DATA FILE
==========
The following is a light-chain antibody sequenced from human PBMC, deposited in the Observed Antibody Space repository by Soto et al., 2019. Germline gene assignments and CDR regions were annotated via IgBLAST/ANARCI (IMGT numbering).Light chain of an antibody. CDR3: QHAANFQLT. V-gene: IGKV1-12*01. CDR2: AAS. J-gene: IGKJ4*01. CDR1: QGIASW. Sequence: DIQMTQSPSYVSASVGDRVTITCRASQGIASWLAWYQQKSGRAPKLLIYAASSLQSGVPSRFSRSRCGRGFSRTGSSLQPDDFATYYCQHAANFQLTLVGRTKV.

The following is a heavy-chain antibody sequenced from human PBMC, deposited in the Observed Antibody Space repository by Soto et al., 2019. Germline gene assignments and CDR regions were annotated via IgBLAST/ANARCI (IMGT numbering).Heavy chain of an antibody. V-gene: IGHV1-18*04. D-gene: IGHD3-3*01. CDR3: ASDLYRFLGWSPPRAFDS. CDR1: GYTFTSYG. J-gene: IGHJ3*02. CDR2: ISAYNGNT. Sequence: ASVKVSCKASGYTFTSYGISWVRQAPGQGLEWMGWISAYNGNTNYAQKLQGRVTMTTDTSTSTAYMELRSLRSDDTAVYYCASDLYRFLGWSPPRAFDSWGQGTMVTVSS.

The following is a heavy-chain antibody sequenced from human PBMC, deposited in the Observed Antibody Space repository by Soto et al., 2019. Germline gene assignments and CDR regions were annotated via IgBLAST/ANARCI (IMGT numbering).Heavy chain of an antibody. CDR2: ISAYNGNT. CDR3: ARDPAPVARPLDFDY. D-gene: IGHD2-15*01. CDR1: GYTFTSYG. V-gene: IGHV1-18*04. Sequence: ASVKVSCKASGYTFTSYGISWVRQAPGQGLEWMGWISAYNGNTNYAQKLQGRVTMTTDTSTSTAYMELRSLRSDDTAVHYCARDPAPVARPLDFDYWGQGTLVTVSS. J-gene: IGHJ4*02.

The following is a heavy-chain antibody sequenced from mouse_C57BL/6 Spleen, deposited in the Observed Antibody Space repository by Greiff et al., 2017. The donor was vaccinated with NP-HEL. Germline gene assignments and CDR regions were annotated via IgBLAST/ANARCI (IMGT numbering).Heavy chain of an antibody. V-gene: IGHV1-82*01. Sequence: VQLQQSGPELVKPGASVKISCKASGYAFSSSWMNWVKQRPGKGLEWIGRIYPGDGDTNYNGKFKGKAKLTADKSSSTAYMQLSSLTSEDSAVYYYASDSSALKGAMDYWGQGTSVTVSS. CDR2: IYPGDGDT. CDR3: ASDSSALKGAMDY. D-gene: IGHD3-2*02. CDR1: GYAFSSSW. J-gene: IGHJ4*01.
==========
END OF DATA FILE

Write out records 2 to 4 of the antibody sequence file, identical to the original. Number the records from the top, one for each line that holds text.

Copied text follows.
The following is a heavy-chain antibody sequenced from human PBMC, deposited in the Observed Antibody Space repository by Soto et al., 2019. Germline gene assignments and CDR regions were annotated via IgBLAST/ANARCI (IMGT numbering).Heavy chain of an antibody. V-gene: IGHV1-18*04. D-gene: IGHD3-3*01. CDR3: ASDLYRFLGWSPPRAFDS. CDR1: GYTFTSYG. J-gene: IGHJ3*02. CDR2: ISAYNGNT. Sequence: ASVKVSCKASGYTFTSYGISWVRQAPGQGLEWMGWISAYNGNTNYAQKLQGRVTMTTDTSTSTAYMELRSLRSDDTAVYYCASDLYRFLGWSPPRAFDSWGQGTMVTVSS.

The following is a heavy-chain antibody sequenced from human PBMC, deposited in the Observed Antibody Space repository by Soto et al., 2019. Germline gene assignments and CDR regions were annotated via IgBLAST/ANARCI (IMGT numbering).Heavy chain of an antibody. CDR2: ISAYNGNT. CDR3: ARDPAPVARPLDFDY. D-gene: IGHD2-15*01. CDR1: GYTFTSYG. V-gene: IGHV1-18*04. Sequence: ASVKVSCKASGYTFTSYGISWVRQAPGQGLEWMGWISAYNGNTNYAQKLQGRVTMTTDTSTSTAYMELRSLRSDDTAVHYCARDPAPVARPLDFDYWGQGTLVTVSS. J-gene: IGHJ4*02.

The following is a heavy-chain antibody sequenced from mouse_C57BL/6 Spleen, deposited in the Observed Antibody Space repository by Greiff et al., 2017. The donor was vaccinated with NP-HEL. Germline gene assignments and CDR regions were annotated via IgBLAST/ANARCI (IMGT numbering).Heavy chain of an antibody. V-gene: IGHV1-82*01. Sequence: VQLQQSGPELVKPGASVKISCKASGYAFSSSWMNWVKQRPGKGLEWIGRIYPGDGDTNYNGKFKGKAKLTADKSSSTAYMQLSSLTSEDSAVYYYASDSSALKGAMDYWGQGTSVTVSS. CDR2: IYPGDGDT. CDR3: ASDSSALKGAMDY. D-gene: IGHD3-2*02. CDR1: GYAFSSSW. J-gene: IGHJ4*01.